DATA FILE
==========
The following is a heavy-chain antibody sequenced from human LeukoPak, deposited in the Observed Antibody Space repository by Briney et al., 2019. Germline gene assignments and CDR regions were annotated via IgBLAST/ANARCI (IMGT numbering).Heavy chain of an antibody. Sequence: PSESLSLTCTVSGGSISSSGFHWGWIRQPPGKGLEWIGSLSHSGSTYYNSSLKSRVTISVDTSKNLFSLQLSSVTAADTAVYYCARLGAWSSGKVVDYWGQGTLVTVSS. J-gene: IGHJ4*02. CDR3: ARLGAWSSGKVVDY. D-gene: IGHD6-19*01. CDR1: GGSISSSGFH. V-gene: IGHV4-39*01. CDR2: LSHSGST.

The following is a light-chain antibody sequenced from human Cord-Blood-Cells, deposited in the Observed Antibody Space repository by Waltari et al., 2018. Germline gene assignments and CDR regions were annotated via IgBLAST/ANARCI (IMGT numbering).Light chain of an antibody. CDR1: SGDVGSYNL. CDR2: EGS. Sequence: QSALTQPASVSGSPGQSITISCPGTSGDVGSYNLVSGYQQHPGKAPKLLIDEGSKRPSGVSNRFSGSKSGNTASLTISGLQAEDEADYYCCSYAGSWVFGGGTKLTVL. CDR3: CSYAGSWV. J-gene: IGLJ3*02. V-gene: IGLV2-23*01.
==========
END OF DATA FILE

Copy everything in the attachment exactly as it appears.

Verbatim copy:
The following is a heavy-chain antibody sequenced from human LeukoPak, deposited in the Observed Antibody Space repository by Briney et al., 2019. Germline gene assignments and CDR regions were annotated via IgBLAST/ANARCI (IMGT numbering).Heavy chain of an antibody. Sequence: PSESLSLTCTVSGGSISSSGFHWGWIRQPPGKGLEWIGSLSHSGSTYYNSSLKSRVTISVDTSKNLFSLQLSSVTAADTAVYYCARLGAWSSGKVVDYWGQGTLVTVSS. J-gene: IGHJ4*02. CDR3: ARLGAWSSGKVVDY. D-gene: IGHD6-19*01. CDR1: GGSISSSGFH. V-gene: IGHV4-39*01. CDR2: LSHSGST.

The following is a light-chain antibody sequenced from human Cord-Blood-Cells, deposited in the Observed Antibody Space repository by Waltari et al., 2018. Germline gene assignments and CDR regions were annotated via IgBLAST/ANARCI (IMGT numbering).Light chain of an antibody. CDR1: SGDVGSYNL. CDR2: EGS. Sequence: QSALTQPASVSGSPGQSITISCPGTSGDVGSYNLVSGYQQHPGKAPKLLIDEGSKRPSGVSNRFSGSKSGNTASLTISGLQAEDEADYYCCSYAGSWVFGGGTKLTVL. CDR3: CSYAGSWV. J-gene: IGLJ3*02. V-gene: IGLV2-23*01.